Are Coffee Shops a Good Investment?

Every year, the average American worker spends about $1,100 at coffee shops or convenience stores. If you’re someone who wants to cash in on our national coffee habit …

Coffee Shop

Every year, the average American worker spends about $1,100 at coffee shops or convenience stores. If you’re someone who wants to cash in on our national coffee habit by opening a coffee shop, you must first determine if they are a worthwhile investment for you.

While there are a couple of major coffee chains that dominate the coffee shop market, it’s not impossible for an independently owned or franchised coffee shop to make a solid profit. In fact, coffee shops can be incredibly lucrative businesses, depending on the market in which they reside. However, competition is fierce.

In order to determine if a coffee shop is the right investment for you, you need to first weigh the pros and cons.


Be your own boss

As with any business, one of the best aspects of owning a coffee shop is the ability to be your own boss. Make your own schedule, stay at work as long as you want, and get involved in every aspect of your business. Doing so will help you not only create a more successful business, but also make you feel invested on every level—not just financially.

Streamlined product offering

Unlike a restaurant or retail shop, you don’t have to have a wide array of foods, a large kitchen, or a giant inventory of goods to sell. All you really need is some good quality coffee, maybe a few pastries, and internet access for your guests. Many coffee drinks use the same ingredients (for example, a cappuccino and a latte are made of the same basic ingredients, just in different proportions).

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Solid profit margins

Because of the relatively low cost of your product, and the price people have demonstrated they are willing to pay, it’s likely you will be able to turn a solid profit just by marking up coffee drinks. Compete with large chains by offering slightly less expensive coffee drinks, and keep customers coming back with loyalty cards.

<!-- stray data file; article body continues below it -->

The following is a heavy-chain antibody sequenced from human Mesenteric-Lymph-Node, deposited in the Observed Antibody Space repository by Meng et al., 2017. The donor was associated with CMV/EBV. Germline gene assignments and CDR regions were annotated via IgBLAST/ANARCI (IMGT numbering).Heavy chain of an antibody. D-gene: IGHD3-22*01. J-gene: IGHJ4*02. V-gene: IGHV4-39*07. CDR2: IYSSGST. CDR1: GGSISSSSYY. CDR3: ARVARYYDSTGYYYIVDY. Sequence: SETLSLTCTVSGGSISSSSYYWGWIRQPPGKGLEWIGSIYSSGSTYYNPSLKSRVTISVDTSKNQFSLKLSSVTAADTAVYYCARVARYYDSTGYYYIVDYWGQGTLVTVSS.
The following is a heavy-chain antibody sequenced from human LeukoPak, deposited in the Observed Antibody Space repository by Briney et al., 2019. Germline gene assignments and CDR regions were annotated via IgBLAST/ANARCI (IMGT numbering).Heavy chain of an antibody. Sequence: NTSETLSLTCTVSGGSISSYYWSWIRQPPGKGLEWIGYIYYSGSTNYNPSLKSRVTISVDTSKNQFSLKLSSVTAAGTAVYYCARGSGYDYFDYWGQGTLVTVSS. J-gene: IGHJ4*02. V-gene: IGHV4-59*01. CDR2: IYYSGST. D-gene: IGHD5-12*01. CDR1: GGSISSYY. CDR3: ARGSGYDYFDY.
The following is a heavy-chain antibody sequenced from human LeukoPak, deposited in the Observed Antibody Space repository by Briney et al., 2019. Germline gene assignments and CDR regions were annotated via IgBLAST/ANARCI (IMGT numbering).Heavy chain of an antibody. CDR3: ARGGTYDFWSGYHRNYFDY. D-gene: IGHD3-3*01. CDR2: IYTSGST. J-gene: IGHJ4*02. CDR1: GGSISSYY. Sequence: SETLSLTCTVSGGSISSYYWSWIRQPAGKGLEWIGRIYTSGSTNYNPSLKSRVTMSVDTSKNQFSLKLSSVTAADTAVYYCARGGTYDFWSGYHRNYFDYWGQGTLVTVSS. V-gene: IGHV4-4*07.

High startup costs

The estimated costs for starting a coffee business from scratch run from $200,000 to $375,000, and coffee franchises can cost as much as $673,000 for a sit-down coffee shop. Compare this to the cost to open a restaurant, roughly $425,000. The reason for this can largely be attributed to the price of a good commercial-grade espresso machine, which can cost as much as $13,000. Considering your shop may need more than one of these, you can expect costs to add up quickly. You’ll also need at least one industrial coffee grinder, as well as a roaster (if you want to keep things as pure and authentic as possible).


As previously mentioned, competition for independently-owned or franchised coffee shops can be rather fierce. Be prepared to fight for loyal customers, have the best location, and make sure your coffee shop has something that makes it stand out. Maybe your shop makes a special scone or other pastry, or maybe it has the most innovative drinks. Either way, your coffee shop should be worth coming back to, so ask yourself: what would earn my repeat business as a customer?

Knowledge base

Coffee shops, especially independently owned ones, pride themselves on their knowledge of all things coffee. Make sure you’re a coffee connoisseur, latte pro, and bean enthusiast all rolled into one business-savvy package.

Things to keep in mind:

Be passionate. Don’t open a coffee shop just for something to do. Open a coffee shop because you’re passionate about coffee, willing to put in the hard work, and ready for a new and challenging adventure.

A good location is invaluable. Set up shop somewhere that’s likely to get a lot of foot traffic, or is easily accessible by car. For example, a coffee shop near a cluster of office buildings might see a lot of 9-to-5ers looking for their morning caffeine fix.

Ergonomics and floor plan matter. When you design the inside of your coffee shop, make sure to set up the floor plan in a way that makes sense for patrons. The flow of the line is important. Additionally, make sure the barista has everything they may need within arm’s reach. Don’t set up the espresso machine at one end of the bar, and the fridge at the opposite end. Help them make drinks as quickly as possible to keep your customer base happy.

Making sure to do your homework before opening your own coffee shop or franchising one is critical. Follow these simple guidelines and YOU will be the fierce competition.



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